Dealing with naysayer’s and Innovation Killers

Who are naysayer’s?

One who frequently engages in excessive complaining, negative banter and/or a genuinely poor and downbeat attitude. Naysayers are distinguished by their tendency to consistently view the glass half empty and constantly emphasize the worst of a situation. They have the keen ability to spread their pessimistic attitude to a group of unsuspecting bystanders and encourage others to employ their mindset.

Who are Innovation Killers?

There are innovation killers in your group. You might not notice them because you have over the years grown tolerant of them, but an outsider or an innovator could spot them in a minute. I call innovation killers “that will never work” people because the minute someone comes up with a new idea, these individuals are first to offer up reasons why the new idea “will never work” or “the problem with that is.”

Don’t compare normal debate and healthy discussion with Innovation killers.

Understand this, not every pitch should be accepted by your team. Lets face it the idea of having a team meeting is to get opinions. In fact the best companies have small teams that debate ideas and innovate in very creative ways.

How to Identify “Innovation Champions?”

They are always looking for ways to change or improve things. They get upset with people that want to maintain the status quo. They seek out and fully support almost any kind of risk-taking and innovation. These individuals are essential if you expect to build a competitive advantage.

“Easy to Convincers” are dangerous.

There are people in your group that will agree to any idea that you suggest. Maybe they strongly believe in you or you are their boss. This type of person is worse than the innovation killer, because you are not getting any feedback. Blindly accepting ideas without debate and alteration can be dangerous. If you find that everyone just loves your idea, take the time to form another group with less supporters and see how they like it. Take it out to managers you trust that are not involved in the idea, but could offer insight.

Healthy debate from your team of “Must-Be-Convinced” people

They are comfortable with the status quo but with sufficient arguments and a strong business case, they will support moderate change. Seek out this type of person or manager in your company because they will be your sage advisor and keep your company on task and in line with your mission statement.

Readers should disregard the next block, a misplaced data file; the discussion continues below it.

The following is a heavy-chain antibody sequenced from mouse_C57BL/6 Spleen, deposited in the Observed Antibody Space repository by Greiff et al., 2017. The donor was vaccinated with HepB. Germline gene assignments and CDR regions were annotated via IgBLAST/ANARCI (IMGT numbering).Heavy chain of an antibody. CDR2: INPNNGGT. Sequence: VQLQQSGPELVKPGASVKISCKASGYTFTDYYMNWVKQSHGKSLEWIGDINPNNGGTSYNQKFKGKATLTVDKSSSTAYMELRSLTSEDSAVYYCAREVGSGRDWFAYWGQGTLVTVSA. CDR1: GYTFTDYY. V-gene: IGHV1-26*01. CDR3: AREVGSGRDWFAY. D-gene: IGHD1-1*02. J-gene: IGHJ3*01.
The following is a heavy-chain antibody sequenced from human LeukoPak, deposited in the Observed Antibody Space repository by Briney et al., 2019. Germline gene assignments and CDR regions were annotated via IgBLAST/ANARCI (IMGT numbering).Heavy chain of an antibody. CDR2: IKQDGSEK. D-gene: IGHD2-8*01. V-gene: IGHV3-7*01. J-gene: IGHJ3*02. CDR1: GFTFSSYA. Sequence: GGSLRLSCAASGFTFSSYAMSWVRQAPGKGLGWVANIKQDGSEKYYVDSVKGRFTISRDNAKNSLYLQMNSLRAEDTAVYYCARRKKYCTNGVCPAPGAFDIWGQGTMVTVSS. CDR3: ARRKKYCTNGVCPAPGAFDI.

Naysayers can ruin innovation if you listen

Naysayers can ruin innovation if you listen

Top 7 Phrases of the Naysayer are:

  1. “That will never work.”
  2. “The problem with that is…”
  3. “That’s OK in theory.. But I have been a ____ for ____ Years and based on my experience, it wont work”
  4. “We have always done it another way.”
  5. “Our team does not like change and some will quit.”
  6. “We tried that before… and it didn’t work.”
  7. “We are different… and it would never work here because it doesn’t fit our culture.”

They are apposed to innovation and ideas that they did not think of.

5 7 ways to deal with Naysayers, Hecklers and Innovation Killers?

  1. Post the list of innovation killer phrases on the wall before your meeting starts.
  2. Start the meeting by announcing that: “While I encourage debate, I will not allow any one person to hijack the meeting.” Look directly at them as you say it.
  3. Don’t engage at all. If you give them time they will pounce and ruin your presentation. Don’t justify yourself, qualify yourself or rationalize with them. You know their advice will be sour and unhelpful, so why give them purchase in the conversation.
  4. Try saying thing like: “Oh” or “Noted” or “Got yea” then continue like they never spoke. Much of the time they will not continue to hackle because they are not getting any feedback.
  5. Try to be positive in a room full of naysayers

    Try to be positive in a room full of naysayers

    Demonstrate the damage they are causing or make a joke out of their antics. Say something like: “This is a no whine zone” or “Really Mickey, that’s what you have to say” smirking. One tactful way is to simply walk up and whisper something in their ear, like “Give me a few minutes to show what I mean” then laugh and continue your meeting.

  6. Postpone them, “Got ya, why don’t we discuss your suggestions after the meeting, are you available at 3:15?”
  7. Encourage “Find a way” teammates. Reward individuals with phrase when they work with you to “Find a way” to make your ideas work. Make heroes out of people who talk about examples of how they seen your idea work or can give you a benchmark starting point where the idea can succeed from.

By Kevin Leigh

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